As promised, here is the simple test you can try to see how well you control your thoughts:

First: Sit in an upright position on a couch or chair, feet flat on the floor, hands folded together in your lap. Be sure you try this at a time and in a place where you won’t be interrupted or distracted.

Second: Relax for a moment. Close your eyes. Take three relaxing breaths at your normal breathing rate. All breathing throughout the test should be at your normal rate. Do not force your breathing.

Third: After the three relaxing breaths, start counting your inward breaths and outward breaths. Example: breathe in, ONE; breathe out, TWO; breathe in, THREE … and so on until you get to TEN. If other thoughts distract you and interrupt your counting, START OVER at ONE.

The goal is to get to the tenth count without having other thoughts interrupt your concentration. This looks easier than it sounds. My guess is that less than 5% of the people who try this for the first time will get to ten without starting over, probably many times. Please feel free to comment on how the test went for you and ask questions. I will be glad to answer your questions and I’m curious to see how many people try it and how many succeed the first time.

For those of you who want to try meditation, this test can be used as a meditation technique. The counting will help you track your progress and give you a method of seeing how well you are doing. But don’t look on this as a contest of some sort. Depending on a person’s state of mind, even an experienced meditator might have trouble getting to TEN even once during a 20 minute meditation, on a given day. When you do get to TEN, congratulate yourself and start over again. Keep meditating for ten minutes.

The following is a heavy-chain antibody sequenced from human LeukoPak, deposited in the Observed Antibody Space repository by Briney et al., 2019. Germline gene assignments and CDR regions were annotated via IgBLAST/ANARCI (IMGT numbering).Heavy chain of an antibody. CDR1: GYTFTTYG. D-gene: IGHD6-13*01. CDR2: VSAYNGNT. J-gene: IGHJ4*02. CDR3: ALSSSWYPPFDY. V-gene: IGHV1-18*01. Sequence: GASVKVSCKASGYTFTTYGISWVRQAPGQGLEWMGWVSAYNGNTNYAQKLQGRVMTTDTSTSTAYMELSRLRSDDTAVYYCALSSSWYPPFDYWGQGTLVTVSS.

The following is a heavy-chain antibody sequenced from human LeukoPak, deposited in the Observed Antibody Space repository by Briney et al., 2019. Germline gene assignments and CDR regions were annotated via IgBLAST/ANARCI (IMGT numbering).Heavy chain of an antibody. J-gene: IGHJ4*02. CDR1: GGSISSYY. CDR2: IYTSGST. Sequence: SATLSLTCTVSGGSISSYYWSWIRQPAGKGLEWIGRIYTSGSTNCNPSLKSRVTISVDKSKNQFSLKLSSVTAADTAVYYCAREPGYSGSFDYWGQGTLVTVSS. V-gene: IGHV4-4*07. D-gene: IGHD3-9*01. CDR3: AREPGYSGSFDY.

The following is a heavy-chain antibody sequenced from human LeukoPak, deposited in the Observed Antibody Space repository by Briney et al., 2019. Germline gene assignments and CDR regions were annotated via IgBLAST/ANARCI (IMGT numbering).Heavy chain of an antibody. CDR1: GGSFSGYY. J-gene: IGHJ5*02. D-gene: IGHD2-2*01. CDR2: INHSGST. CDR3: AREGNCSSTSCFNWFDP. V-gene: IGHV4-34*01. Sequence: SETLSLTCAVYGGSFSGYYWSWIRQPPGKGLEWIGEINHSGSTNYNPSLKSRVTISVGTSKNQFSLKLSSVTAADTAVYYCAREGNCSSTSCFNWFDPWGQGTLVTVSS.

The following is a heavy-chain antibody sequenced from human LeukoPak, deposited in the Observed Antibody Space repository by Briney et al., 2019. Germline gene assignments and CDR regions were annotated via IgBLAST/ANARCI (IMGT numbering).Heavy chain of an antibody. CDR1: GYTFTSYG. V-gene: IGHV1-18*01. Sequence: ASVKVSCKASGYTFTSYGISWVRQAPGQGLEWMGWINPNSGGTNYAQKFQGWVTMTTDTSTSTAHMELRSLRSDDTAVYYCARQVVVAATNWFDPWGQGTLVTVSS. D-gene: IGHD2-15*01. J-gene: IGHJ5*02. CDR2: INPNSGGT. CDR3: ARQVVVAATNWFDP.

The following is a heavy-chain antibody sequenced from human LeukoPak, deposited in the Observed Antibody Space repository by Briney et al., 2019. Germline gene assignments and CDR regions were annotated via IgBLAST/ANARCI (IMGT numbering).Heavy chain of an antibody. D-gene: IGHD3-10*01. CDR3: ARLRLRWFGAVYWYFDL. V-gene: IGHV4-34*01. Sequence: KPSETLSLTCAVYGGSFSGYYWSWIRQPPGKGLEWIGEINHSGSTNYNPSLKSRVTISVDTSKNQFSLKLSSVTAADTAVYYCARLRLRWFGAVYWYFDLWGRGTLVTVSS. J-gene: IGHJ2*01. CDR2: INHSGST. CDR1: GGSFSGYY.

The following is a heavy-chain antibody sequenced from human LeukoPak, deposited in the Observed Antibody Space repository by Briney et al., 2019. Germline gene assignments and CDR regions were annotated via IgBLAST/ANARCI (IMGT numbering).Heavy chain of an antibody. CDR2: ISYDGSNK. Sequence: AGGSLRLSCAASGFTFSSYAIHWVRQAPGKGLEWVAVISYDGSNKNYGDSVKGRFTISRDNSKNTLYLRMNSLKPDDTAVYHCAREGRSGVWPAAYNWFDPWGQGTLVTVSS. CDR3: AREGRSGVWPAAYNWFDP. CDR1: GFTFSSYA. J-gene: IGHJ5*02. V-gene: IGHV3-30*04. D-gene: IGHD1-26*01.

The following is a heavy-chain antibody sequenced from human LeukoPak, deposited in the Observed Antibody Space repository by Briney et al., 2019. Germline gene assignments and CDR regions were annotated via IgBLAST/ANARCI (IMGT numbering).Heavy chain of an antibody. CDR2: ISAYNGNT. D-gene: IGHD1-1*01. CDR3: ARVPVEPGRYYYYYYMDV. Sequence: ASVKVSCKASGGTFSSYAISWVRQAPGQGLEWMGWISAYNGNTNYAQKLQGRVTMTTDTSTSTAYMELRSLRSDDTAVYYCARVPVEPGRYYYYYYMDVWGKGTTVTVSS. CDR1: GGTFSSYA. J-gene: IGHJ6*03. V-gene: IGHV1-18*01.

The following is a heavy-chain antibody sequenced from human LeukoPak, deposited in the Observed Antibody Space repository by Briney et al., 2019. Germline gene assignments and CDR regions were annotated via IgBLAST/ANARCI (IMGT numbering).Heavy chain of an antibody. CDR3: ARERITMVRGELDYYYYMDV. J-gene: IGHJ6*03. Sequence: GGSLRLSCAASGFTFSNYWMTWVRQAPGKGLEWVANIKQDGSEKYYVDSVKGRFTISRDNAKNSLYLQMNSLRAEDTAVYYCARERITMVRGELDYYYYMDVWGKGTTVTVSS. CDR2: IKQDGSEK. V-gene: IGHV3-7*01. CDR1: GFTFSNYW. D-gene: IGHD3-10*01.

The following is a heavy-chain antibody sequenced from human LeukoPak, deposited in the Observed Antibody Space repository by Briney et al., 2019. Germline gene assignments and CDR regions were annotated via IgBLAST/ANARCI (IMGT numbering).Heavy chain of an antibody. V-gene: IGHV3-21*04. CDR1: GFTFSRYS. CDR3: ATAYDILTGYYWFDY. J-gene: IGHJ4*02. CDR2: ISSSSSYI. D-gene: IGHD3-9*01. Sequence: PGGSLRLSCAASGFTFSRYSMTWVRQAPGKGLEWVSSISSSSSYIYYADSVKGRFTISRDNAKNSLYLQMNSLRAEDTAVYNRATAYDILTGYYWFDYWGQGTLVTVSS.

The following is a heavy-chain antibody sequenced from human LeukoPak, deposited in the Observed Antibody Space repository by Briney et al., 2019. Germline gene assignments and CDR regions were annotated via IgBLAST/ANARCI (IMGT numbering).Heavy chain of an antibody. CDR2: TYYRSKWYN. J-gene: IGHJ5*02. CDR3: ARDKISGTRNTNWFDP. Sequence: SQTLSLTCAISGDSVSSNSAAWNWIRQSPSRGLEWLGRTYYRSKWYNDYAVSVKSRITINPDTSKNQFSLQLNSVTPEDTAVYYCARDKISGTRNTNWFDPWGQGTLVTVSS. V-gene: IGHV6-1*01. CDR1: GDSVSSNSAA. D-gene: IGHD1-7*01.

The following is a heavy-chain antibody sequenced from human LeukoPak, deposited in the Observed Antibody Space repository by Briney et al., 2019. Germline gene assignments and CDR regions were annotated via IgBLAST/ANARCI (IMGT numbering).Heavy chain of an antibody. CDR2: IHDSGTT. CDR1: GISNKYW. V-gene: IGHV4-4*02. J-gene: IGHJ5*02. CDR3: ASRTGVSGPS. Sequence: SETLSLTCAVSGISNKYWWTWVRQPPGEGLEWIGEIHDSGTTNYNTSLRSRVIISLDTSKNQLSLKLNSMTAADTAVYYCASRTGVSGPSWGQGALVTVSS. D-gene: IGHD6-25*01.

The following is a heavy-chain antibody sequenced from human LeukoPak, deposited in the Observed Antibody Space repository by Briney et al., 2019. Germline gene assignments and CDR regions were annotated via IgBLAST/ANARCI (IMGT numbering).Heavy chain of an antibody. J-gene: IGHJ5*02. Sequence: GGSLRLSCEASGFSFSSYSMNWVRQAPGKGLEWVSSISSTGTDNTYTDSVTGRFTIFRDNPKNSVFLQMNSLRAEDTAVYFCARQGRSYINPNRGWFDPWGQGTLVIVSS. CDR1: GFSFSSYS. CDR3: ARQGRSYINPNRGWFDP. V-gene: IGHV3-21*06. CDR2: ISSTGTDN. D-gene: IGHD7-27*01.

The real importance of meditation, regardless of technique, is that, no matter how many times you have to start over, you simply begin again. You should not get frustrated with yourself. You should simply think, ‘ Oh, I got distracted. I’m not counting. OK. I’ll start again.’ The process is more important than the score. The process, realizing you are not counting, is the only important part. It is when you once again become aware of what your mind is doing and you gently and lovingly return its focus to counting your breaths. One meditation teacher said it was like learning to bake bread. You do it over and over again until you know how to do it so well that it becomes second nature.

I sincerely hope you enjoy this experiment. Let me know how it goes!

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